I had an interesting realization while on a brunch date with my oldest daughter, Emily (15). Over some delicious Indian food, we talked about our purpose, what feels meaningful, and what we enjoy working on.
And some questions she asked brought up some revelatory insights that I’ve been pondering.
Mainly, I realized that I don’t necessarily want to be the spokesperson for the brands I’m creating. Marketing gurus talk so much about the importance of “building a personal brand”, probably because that’s what they did to succeed. But in my case, I created my first successful business very much from behind the scenes. People were attracted to Music Teacher’s Helper because of the product, not because of me.
Same with my real estate properties. My tenants don’t even know my name. These business are run entirely by other people. Almost completely passive, and separate from my personal and family life.
Sure, after Tim Ferriss and Chris Guillebeau published my story, I became more well-known. But this didn’t actually have an effect on my business (except perhaps negatively in that it inspired others to create competing products). Still, I started creating new opportunities from this by marketing myself as a business coach, and also as a kind of “family travel guru” to inspire families to live with intention and adventure through long-term travel.
And we continually run into people who have seen my YouTube videos or read our blog and felt inspired enough to make important life changes (we met another such family recently upon leaving a restaurant – they rented our villa in Bali 2 years ago, saw our website, felt inspired, went home, sold their house, and are now living in Bali and expecting their first baby).
It’s nice to know that I’ve had an influence, and continue to influence people to tune into themselves, believe, and create a life that inspires them. Though it doesn’t feel as good as I thought it would. I suppose this is because I know at the core, the decision was theirs, not mine, and I can’t take responsibility for it – I can only congratulate them for living from their heart.
The problem is that in order to earn money as a “guru”, a coach, or a thought leader, I have to keep marketing myself and promoting my family story, and there is a different energy around that than there is around promoting a product or business that I own.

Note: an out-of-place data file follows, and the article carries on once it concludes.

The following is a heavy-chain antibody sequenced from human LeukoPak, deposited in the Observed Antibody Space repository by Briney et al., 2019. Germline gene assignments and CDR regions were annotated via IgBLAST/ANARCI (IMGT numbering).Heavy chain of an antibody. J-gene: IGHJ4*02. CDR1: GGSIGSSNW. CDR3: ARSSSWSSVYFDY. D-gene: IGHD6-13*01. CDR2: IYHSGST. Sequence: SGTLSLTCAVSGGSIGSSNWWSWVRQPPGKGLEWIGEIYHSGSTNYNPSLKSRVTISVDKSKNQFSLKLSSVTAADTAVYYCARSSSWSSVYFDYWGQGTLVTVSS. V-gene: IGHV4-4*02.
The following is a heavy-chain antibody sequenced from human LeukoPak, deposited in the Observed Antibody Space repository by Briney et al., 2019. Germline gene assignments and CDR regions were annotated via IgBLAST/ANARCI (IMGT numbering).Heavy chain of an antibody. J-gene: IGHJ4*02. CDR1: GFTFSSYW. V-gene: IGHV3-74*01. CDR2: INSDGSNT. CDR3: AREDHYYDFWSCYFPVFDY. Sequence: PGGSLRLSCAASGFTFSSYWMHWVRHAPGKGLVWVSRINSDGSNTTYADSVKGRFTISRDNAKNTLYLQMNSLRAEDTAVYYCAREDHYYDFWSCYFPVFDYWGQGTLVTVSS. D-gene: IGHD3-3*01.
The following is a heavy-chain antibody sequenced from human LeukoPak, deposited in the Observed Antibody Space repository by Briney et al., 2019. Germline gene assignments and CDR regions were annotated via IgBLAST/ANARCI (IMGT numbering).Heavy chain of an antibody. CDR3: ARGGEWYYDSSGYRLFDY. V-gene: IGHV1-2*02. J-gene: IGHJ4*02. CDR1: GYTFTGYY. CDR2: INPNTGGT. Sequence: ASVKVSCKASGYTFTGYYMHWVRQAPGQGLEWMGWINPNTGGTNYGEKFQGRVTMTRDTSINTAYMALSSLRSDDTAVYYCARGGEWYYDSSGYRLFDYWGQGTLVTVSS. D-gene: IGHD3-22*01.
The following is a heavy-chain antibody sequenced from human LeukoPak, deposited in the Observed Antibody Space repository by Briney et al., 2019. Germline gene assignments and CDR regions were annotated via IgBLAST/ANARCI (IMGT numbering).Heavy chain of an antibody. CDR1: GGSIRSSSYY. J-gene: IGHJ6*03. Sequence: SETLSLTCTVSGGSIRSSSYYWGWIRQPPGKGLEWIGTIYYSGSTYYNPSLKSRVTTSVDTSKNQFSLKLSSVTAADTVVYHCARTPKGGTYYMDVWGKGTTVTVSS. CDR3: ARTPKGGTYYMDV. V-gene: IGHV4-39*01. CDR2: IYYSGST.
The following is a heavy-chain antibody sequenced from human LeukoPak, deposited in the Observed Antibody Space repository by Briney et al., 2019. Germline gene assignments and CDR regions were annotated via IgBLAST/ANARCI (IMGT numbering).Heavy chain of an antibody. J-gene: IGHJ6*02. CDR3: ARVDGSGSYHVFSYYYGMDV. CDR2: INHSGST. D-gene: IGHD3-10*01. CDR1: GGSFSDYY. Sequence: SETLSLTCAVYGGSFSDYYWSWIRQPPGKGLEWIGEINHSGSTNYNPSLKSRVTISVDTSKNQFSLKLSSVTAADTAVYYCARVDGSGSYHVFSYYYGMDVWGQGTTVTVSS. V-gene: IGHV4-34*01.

It seems that all my social media posts lately are either promoting one of my events or are in some way self-promotional. Perhaps that’s the nature of what social media has become (simply an advertising platform), but it seems a long way from the vulnerable and connecting conversations I used to have there and on my blog. Interestingly, I never promote MTH or my real estate properties, because the target market isn’t necessarily in my friend circle, and this marketing is already handled by my staff. Ironically, these are the businesses generating the majority of my income.
So, I’ve realized that while I enjoy owning businesses and having a positive impact on the world, I don’t necessarily enjoy marketing or selling myself as a solution. And I especially don’t enjoy the requirement to continue doing that in order to earn an income, as I think this can quickly lead to inauthenticity. When “you” are your brand, it also makes it more difficult to be vulnerable, as personal decisions can then have a greater affect on the business. (i.e. would I have hesitated more to publish vulnerable and controversial posts like why I left the Mormon church and healing sexual shame if there was a chance they could negatively effect my income? Who knows….)
So what am I taking from all this? Just that I’m considering extraditing myself more from the marketing tasks, and working more in the ownership role (big picture visionary, and overall organization), not the operations or management roles in the businesses I own, as this seems to be where my best skillset lies anyway.
I am also toying with the idea of buying another business (yes, buying rather than starting) – but not running it myself, as an experiment to improve my leadership skills and increase my income (potentially with much higher returns than real estate).
Lesson: I value the authentic and vulnerable connections I’ve had online and off, but that can be inhibited if the majority of my interactions feel like a potential sales opportunity. I need to step back from marketing and sales and into leadership and ownership, leaving more space for vulnerability and authentic relating on a personal level. Also, rather than trying to strengthen my brand through self-promotion and labels, I need to remember the benefits of living beyond labels and freely being and expressing myself despite what image others may have of me. How can you be more true to yourself this week, perhaps shedding expectations you may have absorbed from outside influences regarding how you should be?
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